Budget cuts: Unusual to build today:
Explorers Escalante and Dominguez came through this route in 1776. US Highway 6 dates back almost 100 years. Travelers had a long way to go between cities, therefore a rest stop was needed. The frontier town was Tucker and it had a post office from 1881 to 1919. Now the state highway department somehow found $2 million to tear down the old facility and fix the intersection with Starvation and Skyline dirt roads. Now the important, busy highway is straightened out and the rest stop is very popular. Big trucks park there with plenty of space. The water in the bathroom comes from a local well drilled through a coal seam. Therefore the water is slightly gray-colored. Coal is actually good, given to poisoning victims in small doses. There are four bathrooms: Women, men, family, and mixed. The refrigerated vending machine makes change and has good prices. A real, big, heavy-duty payphone takes old fashioned coins and no cards. The new name is Tie Fork, named after the southwest bound creek to the east. The train tracks lie above the building. These tracks are busy taking 100 cars of coal twice a day to the IPP power plant north of Delta. Los Angeles writes a check for the coal and sends it to Utah.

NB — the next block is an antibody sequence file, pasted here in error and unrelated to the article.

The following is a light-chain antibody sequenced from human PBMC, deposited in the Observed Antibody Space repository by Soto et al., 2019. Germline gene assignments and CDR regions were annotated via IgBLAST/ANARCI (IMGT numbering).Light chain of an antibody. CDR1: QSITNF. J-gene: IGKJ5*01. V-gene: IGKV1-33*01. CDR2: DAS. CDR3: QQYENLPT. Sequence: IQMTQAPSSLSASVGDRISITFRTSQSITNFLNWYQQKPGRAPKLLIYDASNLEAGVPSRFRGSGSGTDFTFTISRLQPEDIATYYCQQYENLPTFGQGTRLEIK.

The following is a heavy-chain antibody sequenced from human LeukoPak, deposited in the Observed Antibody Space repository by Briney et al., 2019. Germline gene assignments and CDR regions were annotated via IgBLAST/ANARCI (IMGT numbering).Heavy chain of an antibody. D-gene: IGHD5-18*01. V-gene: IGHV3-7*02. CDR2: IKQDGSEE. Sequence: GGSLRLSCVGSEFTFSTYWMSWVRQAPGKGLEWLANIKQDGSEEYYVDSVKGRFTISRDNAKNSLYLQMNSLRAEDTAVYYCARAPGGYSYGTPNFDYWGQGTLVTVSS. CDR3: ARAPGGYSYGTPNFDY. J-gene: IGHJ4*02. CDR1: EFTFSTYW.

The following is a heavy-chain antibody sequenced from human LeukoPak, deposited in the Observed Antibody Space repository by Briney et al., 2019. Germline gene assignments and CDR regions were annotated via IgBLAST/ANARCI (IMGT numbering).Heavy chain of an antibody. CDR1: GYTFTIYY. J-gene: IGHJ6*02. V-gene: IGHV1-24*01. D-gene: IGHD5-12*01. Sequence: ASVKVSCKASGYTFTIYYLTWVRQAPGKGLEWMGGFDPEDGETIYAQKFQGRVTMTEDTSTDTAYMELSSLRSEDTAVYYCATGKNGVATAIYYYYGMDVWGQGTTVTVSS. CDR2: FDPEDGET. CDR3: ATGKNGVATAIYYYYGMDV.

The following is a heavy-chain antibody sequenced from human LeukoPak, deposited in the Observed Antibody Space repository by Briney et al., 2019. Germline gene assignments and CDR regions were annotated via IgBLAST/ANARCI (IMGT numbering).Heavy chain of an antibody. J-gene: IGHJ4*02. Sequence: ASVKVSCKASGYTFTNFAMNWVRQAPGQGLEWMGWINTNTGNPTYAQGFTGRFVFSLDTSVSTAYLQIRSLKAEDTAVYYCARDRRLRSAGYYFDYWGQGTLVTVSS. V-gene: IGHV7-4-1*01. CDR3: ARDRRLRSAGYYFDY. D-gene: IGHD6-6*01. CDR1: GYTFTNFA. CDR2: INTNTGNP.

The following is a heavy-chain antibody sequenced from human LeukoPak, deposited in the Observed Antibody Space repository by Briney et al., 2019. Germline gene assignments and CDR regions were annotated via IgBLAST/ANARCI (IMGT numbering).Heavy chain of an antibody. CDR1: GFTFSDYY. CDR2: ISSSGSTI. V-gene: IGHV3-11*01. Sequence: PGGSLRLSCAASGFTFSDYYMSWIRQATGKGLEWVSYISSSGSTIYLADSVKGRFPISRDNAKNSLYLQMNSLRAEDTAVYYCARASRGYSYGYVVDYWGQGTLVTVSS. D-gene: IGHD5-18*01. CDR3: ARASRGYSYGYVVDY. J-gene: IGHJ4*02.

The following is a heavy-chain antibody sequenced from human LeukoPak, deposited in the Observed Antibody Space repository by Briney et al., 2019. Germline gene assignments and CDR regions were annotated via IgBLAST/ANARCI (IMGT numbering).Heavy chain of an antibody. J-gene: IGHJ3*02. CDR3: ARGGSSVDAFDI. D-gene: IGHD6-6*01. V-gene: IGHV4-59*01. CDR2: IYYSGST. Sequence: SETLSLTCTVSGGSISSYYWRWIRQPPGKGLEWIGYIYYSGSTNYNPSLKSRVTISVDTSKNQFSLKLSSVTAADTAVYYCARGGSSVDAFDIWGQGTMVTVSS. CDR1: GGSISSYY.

Between Price and Spanish Fork, US-6 is a very pretty drive. The coal from Carbon county travels the canyon to Soldier Summit, gaining elevation as fast as possible without special sprockets and gears. Mile-marker 202 is the destination for the rest stop. Only one green sign east and west-bound is provided, but it can be seen ahead especially eastbound.